Linen Curtains for the Living Room – Part 2

Yet another lesson learned on this project. While I had double and triple checked everything, I messed up writing down the Spot Bronson pattern. I had a moment upon realizing it that I had to either pull the whole thing off the loom (and let me tell you winding the linen on the beam was NOT a light task. I earned a blister doing it. 12 yards of linen was a task).

So I decided to accept the error. On the plus side, I threaded it flawlessly. I checked each shed and my care and attention paid off. Not a single error. It was perfect. Just perfectly flawed, of course. :)

The back of the loom. It all fit!
The back of the loom. It all fit!

The linen went on beautifully. Thanks again to my teacher for telling me not to comb out the threads as I warped them, but rather to just give them sharp tugs to straighten them. Worked amazing, again (also did it on the dish towels I did).

I’ve started weaving the beginning, the draw in is not great and I’m working on that, but the fabric is very “linen” and the pattern is amazing (I think).

The front. Header done and started weaving the linen in, plain weave.
The front. Header done and started weaving the linen in, plain weave.

I wanted a very subtle color effect, and this seems to be fitting the bill. The hard core weaving spot bronson people will spot the mistake right away, of course. But the rest of us? Not so much.

First "spot" of Spot Bronson is done.
First “spot” of Spot Bronson is done.

A close-up here:

Close up of the pattern on the loom.
Close up of the pattern on the loom.

Long and short of this is my new lesson learned: I purchased iWeaveit for the iPad and now plot my patterns so that I can “see” the mistakes before they happen. I only got the app after I had warped everything and then immediately noticed the mistake on the app (before I even started weaving). Plus, I made a mistake on each side with the pattern as well, but again, while it’s not ideal, it’s not enough to pull everything apart and re-do it. I’m working around it. And again, I at least did it consistently.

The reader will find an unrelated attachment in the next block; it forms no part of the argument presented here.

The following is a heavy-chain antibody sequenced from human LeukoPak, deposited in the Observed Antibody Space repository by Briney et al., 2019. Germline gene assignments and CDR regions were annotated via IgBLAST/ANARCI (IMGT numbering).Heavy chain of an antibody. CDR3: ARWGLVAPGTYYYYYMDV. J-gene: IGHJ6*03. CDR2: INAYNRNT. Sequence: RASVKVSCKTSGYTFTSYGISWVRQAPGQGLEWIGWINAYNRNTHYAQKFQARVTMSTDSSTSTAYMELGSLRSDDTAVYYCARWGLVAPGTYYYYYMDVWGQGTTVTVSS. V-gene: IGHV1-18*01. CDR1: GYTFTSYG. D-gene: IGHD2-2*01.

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Living Room Rag Rug – Post 1

I’ve long had a predilection for fabric. That is buying fabric that I love, when I have no real use for it. Granted I do that with wool as well, but odds are I get around to knitting something with what I buy. But I rarely sew. I’m not good enough to design my own clothes (they’d look homemade) though I’m good at halloween costumes.

So I own a variety of fabric. And I recently was at a Joann’s where they were shutting down the store, and I bought more (how not? it was soooo cheap).

Then at weaving class I was muttering about making a rug next time around (after finishing yet another set of dishtowels) and I managed to get in line for a 60″ loom and won, and then my brain, ticking along, realized I could cut up the fabric and make rugs.

It felt like one of those moments where you go: oh that’s why I’ve been buying fabric that I like for the last 20 years.

Long story, shorter, this September I’ll start on my first rag rug. I’ve bought a simplicity fabric cutter to make my life a little easier, and have picked out my warp colors. I’ll be doing a gradation in the warp to give some variety.

I’m using this upholstery fabric (may be a dumb idea we’ll see):

Upholstery fabric with brown background and large flower patterns.
It’s got great colors, but it’s heavy…we’ll see how that works.
The colors largely match some colors in the living room, and in the curtains I'm making.
The colors largely match some colors in the living room, and in the curtains I’m making.

And these are my warp colors:

I've picked Colonial Blue, Linen (will be over 50% of the threads), and Burnt Orange.
I’ve picked Colonial Blue, Linen (will be over 50% of the threads), and Burnt Orange.

I’m not doing a dark brown, but the linen, because I’m also making linen curtains for the same room that use a matching linen shade in the main body of the curtain. See the Linen Curtain post for those. I’m using 12 sett and am attempting to make a 4.5ft by 8 ft rug. We’ll see how much fabric I have. I’ll post update photos.

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Weaving on an Old Loom – Saved

Just an update on my post where i was attempting to weave on an old loom and facing a lot of issues (Weaving on an Old Loom). I was doing an advancing twill in cotton. Nice pattern. Not so nice loom.

BUT! I saved it. I finished the fabric and though it was a lot smaller than anticipated due to the excessive draw-in (loom size limited by brake and apron), and some other issues, the fabric came out great. Heavier than anticipated due to the pattern (so we all believed).